Sunday, July 10, 2005

Warning. Spoilers Ahead - Donnie Darko 

Ok, now I have seen the film, Donnie Darko twice in three days. I watched it once, then decided I had to watch it again with some other folks who I could talk with about it afterwards. It was just too bizarre of a film to let go.

I've done some thinking about it now and have come up with my take on it. It's very complicated (the concept, not my take), but then again, anything dealing with multiverses is.

There are two timelines going on at once, running parallel. One we will call the Death timeline and one the Life timeline. This is done to avoid calling one reality and one alternate, because they are both real, both possible. In the Life timeline, Donnie survives the accident with the turbine. Conversely, in the Death timeline, he does not. Things are moving merrily along in the Death timeline when the accident occurs. All we see of this timeline is the very beginning and the very end of the film. Donnie is crushed by the falling jet engine. He and Gretchen never meet, but both Gretchen and Frank are alive. However, the jet turbine came through the portal from the Life timeline. It is what the Sparrow book called the "artifact", though, for the life of me, I can't determine its religious symbolism as the book suggests it has. (Text of the book available on donniedarko.com, (passwords: smurf, breath, rose) but you have to go through a hell of a lot of trouble to access it.) So, how did it get there?

In the Life timeline, Frank is murdered by Donnie. Frank obviously would prefer that this does not happen. In order to prevent his death, he has to ensure that Donnie "rights" things, aligns the space-time so that when the two timelines converge via the black hole that is created by their divergence, that it is the Life timeline that is destroyed and the Deah timeline that survives and continues. Via the portals, I'm assuming created by the black hole, Frank somehow manages to time travel to the Life Timeline and is wearing his halloween costume, because that is what he was wearing when he was killed in the Life timeline in the future from his perspective. By means of his manipulations, he shows Donnie how many people have to be destroyed in order for him to survive, making Donnie wish he had been killed, so that he will do what is in his power to "purge" the Life timeline events, when the moment of re-convergence comes. The deal is sealed with the senseless death of Gretchen, Donnie's girlfriend. The boys in the pantyhose masks are at the house to ensure that events are set in motion that will lead to her death. Explain it by saying they were there to steal the jewels said to be in her house. That really doesn't matter though. As the book says, the Manipulated Living have no choice in the parts they play. Gretchen dies, and the black hole opens. When this happens, one of the parallel universes will be annihilated. Donnie makes the decision to travel back in time, via the black hole portal, to the moment when the jet engine falls though his room, but this time he will not move. He will be killed, thereby saving his girlfriends life. Donnie's actions seem to be selfless and Frank's seem to be selfish. I'm not sure if they actually are or not.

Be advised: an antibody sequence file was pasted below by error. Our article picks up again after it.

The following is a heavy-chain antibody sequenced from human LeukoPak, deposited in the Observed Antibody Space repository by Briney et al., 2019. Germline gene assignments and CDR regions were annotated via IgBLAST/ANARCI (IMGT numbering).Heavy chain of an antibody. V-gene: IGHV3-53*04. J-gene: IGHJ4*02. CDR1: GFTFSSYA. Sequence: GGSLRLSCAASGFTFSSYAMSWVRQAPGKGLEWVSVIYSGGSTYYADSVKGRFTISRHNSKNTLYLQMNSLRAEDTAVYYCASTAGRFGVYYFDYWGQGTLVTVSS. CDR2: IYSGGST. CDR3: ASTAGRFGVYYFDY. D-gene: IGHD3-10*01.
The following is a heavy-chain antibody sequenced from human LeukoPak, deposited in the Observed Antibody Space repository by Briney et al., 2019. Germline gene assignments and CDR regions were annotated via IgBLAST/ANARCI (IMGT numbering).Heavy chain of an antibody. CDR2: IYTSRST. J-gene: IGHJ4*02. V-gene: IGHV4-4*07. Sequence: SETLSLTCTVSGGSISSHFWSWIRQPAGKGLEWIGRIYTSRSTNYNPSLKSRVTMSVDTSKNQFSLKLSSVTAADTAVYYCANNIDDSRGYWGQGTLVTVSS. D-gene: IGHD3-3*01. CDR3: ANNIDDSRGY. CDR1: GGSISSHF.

Questions remaining. Why does Frank call Donnie out in the beginning at all? It seems to me that if he left well enough alone, the Life timeline would never have the chance to exist.

What role does the physics teacher play? It seems he knows more than he lets on. Why does he have the book?

Does God play a role? Is there a God in the world of "Donnie Darko"? I read one commentary that stated the film was the Gospel: Donnie was Jesus, Frank was God, Gretchen was Donnie's 'Last Temptation' (film was playing at the Cineplex)/Mary Magdalene, Donnie's friends the abandoning apostles. I think this idea is silly, but someone has suggested it. I'm not sure God exists in the world of "Donnie Darko". The end of the film makes a poignant claim that those who seem to have it all together are the ones who can't sleep at night and those who acknowledge life's challenges and difficulties and accept their existence are the ones who are content when they are alone with their thoughts.

What role does Graham Greene's short story, "The Destructors" play? Has anyone read it? What is Graham Greene all about? Likewise, Richard Adams' "Watership Down"? It's been a long time since I read that!

In the middle of the Life timeline sequences, does Donnie know he has died in the parallel universe? I think he does. He looks at his girlfriend directly in class when he explains about the rabbits of Watership Down and how rabbits only want to "fuck and fuck and fuck until they die." Also, in the auditorium with Cunningham presenting, he travels forward in time and says so.

Where does Donnie go and what is happening to him when he somnambulates? How many parallel universes are there and how many torment him? How much are we not seeing?

I think the movie is about selfishness and selflessness and how both have their consequences, but that, unlike Donnie, it is not given to us to know the consequences before they happen. This film was an experiment, a chance to see consequences before they happen, and to say that not choice, no path through this life is without sacrifice. Even if it is just the sacrifice of the other choice, of what could have been. I think the director is trying to say, "Look. Here is how things are. If you don't like it, tough. Cause look here, here's how thing could have been. And you know what? In both places its pain and loss. That's life. The secret is to find beauty and life amidst that. I don't know how to do that, but I think it has something to do with selflessness." At least, that's what I think. Now I've spent too much time on this and am going to bed.



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